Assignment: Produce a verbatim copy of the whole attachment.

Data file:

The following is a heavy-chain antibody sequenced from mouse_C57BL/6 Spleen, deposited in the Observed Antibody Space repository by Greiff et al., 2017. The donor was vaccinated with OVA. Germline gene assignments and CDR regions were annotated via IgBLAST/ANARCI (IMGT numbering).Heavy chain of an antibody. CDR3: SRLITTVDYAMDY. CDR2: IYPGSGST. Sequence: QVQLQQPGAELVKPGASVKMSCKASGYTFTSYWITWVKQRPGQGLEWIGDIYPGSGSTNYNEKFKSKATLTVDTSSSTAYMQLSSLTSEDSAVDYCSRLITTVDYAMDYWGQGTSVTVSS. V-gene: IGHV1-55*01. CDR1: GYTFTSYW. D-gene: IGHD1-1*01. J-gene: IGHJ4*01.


The following is a heavy-chain antibody sequenced from mouse_C57BL/6 Spleen, deposited in the Observed Antibody Space repository by Greiff et al., 2017. The donor was vaccinated with OVA. Germline gene assignments and CDR regions were annotated via IgBLAST/ANARCI (IMGT numbering).Heavy chain of an antibody. CDR3: SRLITTVDYAMDY. CDR2: IYPGSGST. Sequence: QVQLQQPGAELVKPGASVKMSCKASGYTFTSYWITWVKQRPGQGLEWIGDIYPGSGSTNYNEKFKSKATLTVDTSSSTAYMQLSSLTSEDSAVDYCSRLITTVDYAMDYWGQGTSVTVSS. V-gene: IGHV1-55*01. CDR1: GYTFTSYW. D-gene: IGHD1-1*01. J-gene: IGHJ4*01.